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Senate AI Group Recommends $32 Billion in Spending


A bipartisan Senate group wants the government to spend at least $32 billion on AI.

That funding, the senators said in a report issued Wednesday (May 15), would be spread over a three-year period and help develop artificial intelligence (AI) and create safeguards around the fast-growing technology.

Speaking to the Associated Press (AP), the four senators — two Democrats, two Republicans — stressed the need to come to a consensus around AI as other countries are investing heavily in the technology and products like ChatGPT are booming in popularity.

Sen. Todd Young (R-Ind.) said it was the development of that model that made the panel recognize that “we’re going to have to figure out collectively as an institution” how to grapple with the technology.

“In the same breath that people marveled at the possibilities of just that one generative AI platform, they began to hypothesize about future risks that might be associated with future developments of artificial intelligence,” Young said.

As the AP and other publications note, getting any sort of AI legislation passed by a divided Congress in an election year will be an uphill fight.

“It’s complicated, it’s difficult, but we can’t afford to put our head in the sand,” said Senate Majority Leader Chuck Schumer (D-N.Y.), who formed the group last year.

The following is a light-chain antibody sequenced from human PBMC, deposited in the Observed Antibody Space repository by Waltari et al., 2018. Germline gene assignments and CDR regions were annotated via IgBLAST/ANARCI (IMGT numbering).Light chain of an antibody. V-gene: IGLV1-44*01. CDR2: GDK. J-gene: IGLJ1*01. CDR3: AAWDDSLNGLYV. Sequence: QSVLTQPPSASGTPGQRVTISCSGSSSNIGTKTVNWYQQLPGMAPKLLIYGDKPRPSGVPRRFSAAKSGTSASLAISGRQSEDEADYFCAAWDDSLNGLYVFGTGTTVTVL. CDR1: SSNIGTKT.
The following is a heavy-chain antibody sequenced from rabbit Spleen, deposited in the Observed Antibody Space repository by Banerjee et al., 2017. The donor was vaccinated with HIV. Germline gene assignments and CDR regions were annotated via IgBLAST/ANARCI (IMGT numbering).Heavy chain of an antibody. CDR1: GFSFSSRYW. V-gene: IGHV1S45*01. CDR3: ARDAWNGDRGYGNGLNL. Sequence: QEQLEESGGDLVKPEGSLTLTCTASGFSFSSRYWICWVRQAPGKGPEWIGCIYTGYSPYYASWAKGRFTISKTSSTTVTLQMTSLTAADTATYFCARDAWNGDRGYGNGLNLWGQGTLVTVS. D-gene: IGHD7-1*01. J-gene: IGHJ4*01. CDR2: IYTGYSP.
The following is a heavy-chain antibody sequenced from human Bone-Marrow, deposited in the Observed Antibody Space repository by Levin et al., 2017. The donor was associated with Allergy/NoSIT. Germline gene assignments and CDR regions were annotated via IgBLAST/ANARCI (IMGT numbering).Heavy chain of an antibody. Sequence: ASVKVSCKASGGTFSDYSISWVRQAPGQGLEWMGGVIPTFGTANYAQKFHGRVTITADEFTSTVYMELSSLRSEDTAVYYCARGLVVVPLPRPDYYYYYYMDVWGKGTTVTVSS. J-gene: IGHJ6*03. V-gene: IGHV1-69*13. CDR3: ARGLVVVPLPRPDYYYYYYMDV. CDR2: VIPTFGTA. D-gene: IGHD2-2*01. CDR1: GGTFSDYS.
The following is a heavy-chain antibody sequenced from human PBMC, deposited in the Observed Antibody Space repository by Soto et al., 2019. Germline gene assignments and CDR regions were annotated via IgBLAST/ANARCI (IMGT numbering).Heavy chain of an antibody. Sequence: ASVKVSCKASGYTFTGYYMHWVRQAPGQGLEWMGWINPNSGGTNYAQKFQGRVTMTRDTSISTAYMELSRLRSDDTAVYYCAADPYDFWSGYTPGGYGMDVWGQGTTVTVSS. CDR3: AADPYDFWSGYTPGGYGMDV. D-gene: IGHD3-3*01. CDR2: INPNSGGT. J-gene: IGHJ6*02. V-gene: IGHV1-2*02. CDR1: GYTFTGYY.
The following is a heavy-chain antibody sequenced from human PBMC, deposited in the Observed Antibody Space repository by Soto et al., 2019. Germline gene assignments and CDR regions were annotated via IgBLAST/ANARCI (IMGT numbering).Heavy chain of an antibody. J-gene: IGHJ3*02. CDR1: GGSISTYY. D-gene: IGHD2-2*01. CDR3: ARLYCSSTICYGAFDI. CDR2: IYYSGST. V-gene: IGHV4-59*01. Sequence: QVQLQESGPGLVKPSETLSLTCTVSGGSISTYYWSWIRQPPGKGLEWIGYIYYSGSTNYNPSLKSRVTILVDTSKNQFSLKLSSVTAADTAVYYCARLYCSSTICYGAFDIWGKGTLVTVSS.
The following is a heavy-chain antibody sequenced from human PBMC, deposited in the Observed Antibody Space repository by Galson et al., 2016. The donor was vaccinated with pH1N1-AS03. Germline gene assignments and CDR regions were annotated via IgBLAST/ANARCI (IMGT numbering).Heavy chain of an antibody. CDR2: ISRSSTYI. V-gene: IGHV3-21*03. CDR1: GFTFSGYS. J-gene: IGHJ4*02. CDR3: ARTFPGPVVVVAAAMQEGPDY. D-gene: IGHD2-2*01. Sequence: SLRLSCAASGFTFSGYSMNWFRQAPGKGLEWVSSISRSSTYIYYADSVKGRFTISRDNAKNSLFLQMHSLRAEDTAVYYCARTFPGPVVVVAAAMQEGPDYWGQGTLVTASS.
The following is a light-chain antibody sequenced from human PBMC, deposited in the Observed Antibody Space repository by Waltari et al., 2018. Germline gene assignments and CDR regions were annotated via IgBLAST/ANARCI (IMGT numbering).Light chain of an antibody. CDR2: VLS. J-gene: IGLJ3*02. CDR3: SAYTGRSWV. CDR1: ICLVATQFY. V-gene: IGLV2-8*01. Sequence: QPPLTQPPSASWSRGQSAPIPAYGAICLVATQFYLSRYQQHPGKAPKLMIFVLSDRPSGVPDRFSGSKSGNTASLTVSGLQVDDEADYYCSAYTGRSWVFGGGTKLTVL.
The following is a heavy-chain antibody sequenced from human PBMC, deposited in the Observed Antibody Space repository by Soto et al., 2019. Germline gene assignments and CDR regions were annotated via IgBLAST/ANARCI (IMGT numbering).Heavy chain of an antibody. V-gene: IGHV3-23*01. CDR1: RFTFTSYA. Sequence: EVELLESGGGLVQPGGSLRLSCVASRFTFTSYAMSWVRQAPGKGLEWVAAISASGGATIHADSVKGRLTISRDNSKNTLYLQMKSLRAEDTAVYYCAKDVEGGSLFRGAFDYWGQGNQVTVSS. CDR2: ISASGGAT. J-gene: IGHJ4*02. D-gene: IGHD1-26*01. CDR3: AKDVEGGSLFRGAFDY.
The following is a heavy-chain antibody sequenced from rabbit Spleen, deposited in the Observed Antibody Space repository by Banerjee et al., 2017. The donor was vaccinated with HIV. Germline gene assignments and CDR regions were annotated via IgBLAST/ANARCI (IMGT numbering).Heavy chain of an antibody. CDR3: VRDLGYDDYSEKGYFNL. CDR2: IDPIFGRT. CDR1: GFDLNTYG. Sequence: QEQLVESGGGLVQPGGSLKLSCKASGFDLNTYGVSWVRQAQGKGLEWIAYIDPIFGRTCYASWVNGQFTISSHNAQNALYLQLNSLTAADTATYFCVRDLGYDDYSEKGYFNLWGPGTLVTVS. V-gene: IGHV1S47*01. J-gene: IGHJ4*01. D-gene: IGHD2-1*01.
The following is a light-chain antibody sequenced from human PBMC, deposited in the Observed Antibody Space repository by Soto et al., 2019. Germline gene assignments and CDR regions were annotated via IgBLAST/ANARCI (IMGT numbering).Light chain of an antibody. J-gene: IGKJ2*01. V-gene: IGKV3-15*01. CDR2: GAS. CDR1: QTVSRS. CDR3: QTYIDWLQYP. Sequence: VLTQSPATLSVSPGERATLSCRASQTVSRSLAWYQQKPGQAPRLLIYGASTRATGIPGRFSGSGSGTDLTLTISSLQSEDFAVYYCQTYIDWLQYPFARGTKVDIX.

The report comes amid other efforts to promote AI safety around the world. Last week the U.K.’s AI Safety Institute released “Inspect,” a software library that lets startups, academics and AI developers to international governments test specific capabilities of individual AI models and then generate a score based on their results.

The institute says Inspect is the first AI safety testing platform overseen by a government-sponsored body and released for wider use.

“As part of the constant drumbeat of U.K. leadership on AI safety, I have cleared the AI Safety Institute’s testing platform — called Inspect — to be open sourced,” said Michelle Donelan, the U.K.’s secretary of state for science, innovation and technology.

And earlier this month, PYMNTS explored Europe’s efforts to regulate AI in a conversation with Lars Nyman, chief marketing officer at CUDO Compute.

“Big picture, Europe leans toward stricter regulations and ethical considerations — it’s a similar picture as that of privacy and data protection, where U.S. and EU diverge significantly,” Nyman told PYMNTS.

“The EU has a more comprehensive approach with binding rules for various AI applications impacting social and economic aspects. [The] U.S. is more focused on industry-driven innovation with lighter regulations. Individual agencies are starting to develop guidelines for specific sectors, though.”

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